Questions to Talk About
A reader sent me a link to a slate.com article, “Thou Shalt Be Debt Free,” in which a columnist who advises on ethical living answered a woman’s question on whether she should reduce or eliminate her tithe in order to more quickly eliminate her large credit-card debt. That question is beyond the purpose of The Equipper website. But at the end of this article, the columnist makes this comment:
“Third, consider substituting your monetary tithing with ‘time tithing’ . . . . Tithe your time by volunteering at your church. While 10 percent of your week (16.8 hours) may seem hefty, 10 percent of waking nonworking hours may be more manageable (approximately 7.2 hours).”
The quote brought to mind a comment I’ve heard more than once: “I can’t give money [to a particular need or project] so I’m giving my time.”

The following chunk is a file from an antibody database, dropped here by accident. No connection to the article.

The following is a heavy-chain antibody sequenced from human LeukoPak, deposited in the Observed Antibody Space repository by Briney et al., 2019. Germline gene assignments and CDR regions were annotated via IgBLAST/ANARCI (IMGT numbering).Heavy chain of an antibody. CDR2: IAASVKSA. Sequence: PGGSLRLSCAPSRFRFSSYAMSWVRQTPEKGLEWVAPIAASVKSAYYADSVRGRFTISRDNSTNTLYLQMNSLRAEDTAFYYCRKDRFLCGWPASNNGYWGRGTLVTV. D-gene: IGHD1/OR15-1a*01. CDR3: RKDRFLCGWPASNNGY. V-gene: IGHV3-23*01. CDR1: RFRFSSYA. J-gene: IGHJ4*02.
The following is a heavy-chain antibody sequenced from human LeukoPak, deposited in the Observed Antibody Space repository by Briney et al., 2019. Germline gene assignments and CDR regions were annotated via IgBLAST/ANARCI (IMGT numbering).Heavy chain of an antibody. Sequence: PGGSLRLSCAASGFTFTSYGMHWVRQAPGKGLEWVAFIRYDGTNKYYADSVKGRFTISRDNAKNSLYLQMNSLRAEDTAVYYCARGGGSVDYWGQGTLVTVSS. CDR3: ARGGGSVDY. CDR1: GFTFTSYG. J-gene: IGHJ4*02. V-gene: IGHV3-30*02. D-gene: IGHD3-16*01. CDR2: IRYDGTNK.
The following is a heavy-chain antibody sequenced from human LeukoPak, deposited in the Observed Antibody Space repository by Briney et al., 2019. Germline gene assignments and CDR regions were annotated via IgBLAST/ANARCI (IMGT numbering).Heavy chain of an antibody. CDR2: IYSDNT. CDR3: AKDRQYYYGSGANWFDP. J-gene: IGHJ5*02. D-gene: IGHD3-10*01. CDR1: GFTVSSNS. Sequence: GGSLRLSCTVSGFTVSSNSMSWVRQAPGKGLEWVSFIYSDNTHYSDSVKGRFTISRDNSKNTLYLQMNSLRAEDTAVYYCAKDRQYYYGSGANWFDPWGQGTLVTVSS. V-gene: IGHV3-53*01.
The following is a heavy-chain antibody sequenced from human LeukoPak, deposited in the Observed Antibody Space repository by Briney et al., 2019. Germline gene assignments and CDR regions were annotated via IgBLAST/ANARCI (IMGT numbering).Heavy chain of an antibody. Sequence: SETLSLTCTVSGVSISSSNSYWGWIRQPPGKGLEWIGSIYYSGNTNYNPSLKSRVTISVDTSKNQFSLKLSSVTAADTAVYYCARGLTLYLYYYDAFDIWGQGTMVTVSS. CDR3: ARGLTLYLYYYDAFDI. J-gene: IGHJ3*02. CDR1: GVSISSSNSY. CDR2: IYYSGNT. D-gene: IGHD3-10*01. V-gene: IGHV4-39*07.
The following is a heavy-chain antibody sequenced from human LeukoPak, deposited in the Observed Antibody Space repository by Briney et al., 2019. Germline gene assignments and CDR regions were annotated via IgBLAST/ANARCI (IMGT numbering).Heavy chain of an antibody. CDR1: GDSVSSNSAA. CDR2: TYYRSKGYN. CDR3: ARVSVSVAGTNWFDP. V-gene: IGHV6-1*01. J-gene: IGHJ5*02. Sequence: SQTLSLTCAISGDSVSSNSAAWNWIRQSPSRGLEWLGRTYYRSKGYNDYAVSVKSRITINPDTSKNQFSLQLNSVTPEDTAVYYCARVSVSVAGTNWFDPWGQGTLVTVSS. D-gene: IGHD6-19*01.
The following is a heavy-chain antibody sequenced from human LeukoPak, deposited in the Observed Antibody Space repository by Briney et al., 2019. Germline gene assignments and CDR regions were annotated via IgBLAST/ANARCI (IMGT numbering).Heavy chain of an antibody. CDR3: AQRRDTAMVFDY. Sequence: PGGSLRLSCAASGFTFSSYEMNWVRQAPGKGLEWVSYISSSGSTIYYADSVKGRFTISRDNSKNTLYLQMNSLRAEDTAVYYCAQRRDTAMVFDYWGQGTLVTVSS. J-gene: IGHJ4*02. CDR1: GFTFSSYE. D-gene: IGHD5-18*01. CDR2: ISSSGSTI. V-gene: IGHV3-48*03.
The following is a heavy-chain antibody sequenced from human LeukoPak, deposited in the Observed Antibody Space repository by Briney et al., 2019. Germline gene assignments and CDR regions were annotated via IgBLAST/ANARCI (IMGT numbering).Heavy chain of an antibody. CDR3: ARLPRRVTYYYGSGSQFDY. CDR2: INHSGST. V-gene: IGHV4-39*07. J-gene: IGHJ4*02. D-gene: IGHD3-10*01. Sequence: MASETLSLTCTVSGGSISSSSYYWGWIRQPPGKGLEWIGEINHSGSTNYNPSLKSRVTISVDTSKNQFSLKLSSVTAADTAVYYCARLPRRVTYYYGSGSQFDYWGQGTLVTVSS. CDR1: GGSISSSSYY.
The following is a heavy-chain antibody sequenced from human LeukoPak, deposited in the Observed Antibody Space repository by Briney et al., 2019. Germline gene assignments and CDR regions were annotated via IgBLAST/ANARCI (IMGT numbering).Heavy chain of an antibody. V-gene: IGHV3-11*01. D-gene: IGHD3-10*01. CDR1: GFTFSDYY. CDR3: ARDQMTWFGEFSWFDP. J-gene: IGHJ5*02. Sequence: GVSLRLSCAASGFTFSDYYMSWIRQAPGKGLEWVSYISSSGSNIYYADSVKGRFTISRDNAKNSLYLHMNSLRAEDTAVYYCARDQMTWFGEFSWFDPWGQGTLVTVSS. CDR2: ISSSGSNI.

Most would agree that the general idea is that we give both our financial resources and our time and abilities. God has given us everything, and we are to manage it as his stewards. But both comments above still raise some interesting questions:
- Does one type of giving (money or time) come before the other? Does the amount we give in one area affect the other?
- If you weren’t able to give the amount of money you’d like, would you increase the amount of time you’re giving? Or if you can’t give as much time as you’d like, would you increase the amount of money you’re giving?
- Is it easier to give money? or time?
- Christians often give a percentage of their income, but we don’t generally talk about giving a percentage of our time. Imagine tithing 10% of one’s waking, nonworking hours, about 7 hours a week. Is that a good idea?
What do you think?
Comment, or ask a question of your own, below.